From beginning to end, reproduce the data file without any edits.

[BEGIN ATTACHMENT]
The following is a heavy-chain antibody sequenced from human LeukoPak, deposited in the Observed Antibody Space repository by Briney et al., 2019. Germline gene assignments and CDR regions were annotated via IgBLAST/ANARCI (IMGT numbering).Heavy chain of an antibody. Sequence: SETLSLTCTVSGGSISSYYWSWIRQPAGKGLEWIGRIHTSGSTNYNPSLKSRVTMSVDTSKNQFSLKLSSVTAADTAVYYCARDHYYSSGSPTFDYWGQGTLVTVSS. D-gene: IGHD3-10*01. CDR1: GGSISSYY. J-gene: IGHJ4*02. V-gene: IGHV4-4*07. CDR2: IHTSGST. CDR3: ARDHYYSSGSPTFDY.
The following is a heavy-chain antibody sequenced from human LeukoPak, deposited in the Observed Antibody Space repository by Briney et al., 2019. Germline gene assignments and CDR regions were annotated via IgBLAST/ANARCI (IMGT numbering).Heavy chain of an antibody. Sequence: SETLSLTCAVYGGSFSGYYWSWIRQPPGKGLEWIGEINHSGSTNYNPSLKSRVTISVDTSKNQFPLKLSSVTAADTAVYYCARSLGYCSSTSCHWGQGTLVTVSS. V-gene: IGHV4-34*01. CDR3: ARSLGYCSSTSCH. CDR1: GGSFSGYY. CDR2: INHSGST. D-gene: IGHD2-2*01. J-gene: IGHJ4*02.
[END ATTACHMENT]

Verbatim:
The following is a heavy-chain antibody sequenced from human LeukoPak, deposited in the Observed Antibody Space repository by Briney et al., 2019. Germline gene assignments and CDR regions were annotated via IgBLAST/ANARCI (IMGT numbering).Heavy chain of an antibody. Sequence: SETLSLTCTVSGGSISSYYWSWIRQPAGKGLEWIGRIHTSGSTNYNPSLKSRVTMSVDTSKNQFSLKLSSVTAADTAVYYCARDHYYSSGSPTFDYWGQGTLVTVSS. D-gene: IGHD3-10*01. CDR1: GGSISSYY. J-gene: IGHJ4*02. V-gene: IGHV4-4*07. CDR2: IHTSGST. CDR3: ARDHYYSSGSPTFDY.
The following is a heavy-chain antibody sequenced from human LeukoPak, deposited in the Observed Antibody Space repository by Briney et al., 2019. Germline gene assignments and CDR regions were annotated via IgBLAST/ANARCI (IMGT numbering).Heavy chain of an antibody. Sequence: SETLSLTCAVYGGSFSGYYWSWIRQPPGKGLEWIGEINHSGSTNYNPSLKSRVTISVDTSKNQFPLKLSSVTAADTAVYYCARSLGYCSSTSCHWGQGTLVTVSS. V-gene: IGHV4-34*01. CDR3: ARSLGYCSSTSCH. CDR1: GGSFSGYY. CDR2: INHSGST. D-gene: IGHD2-2*01. J-gene: IGHJ4*02.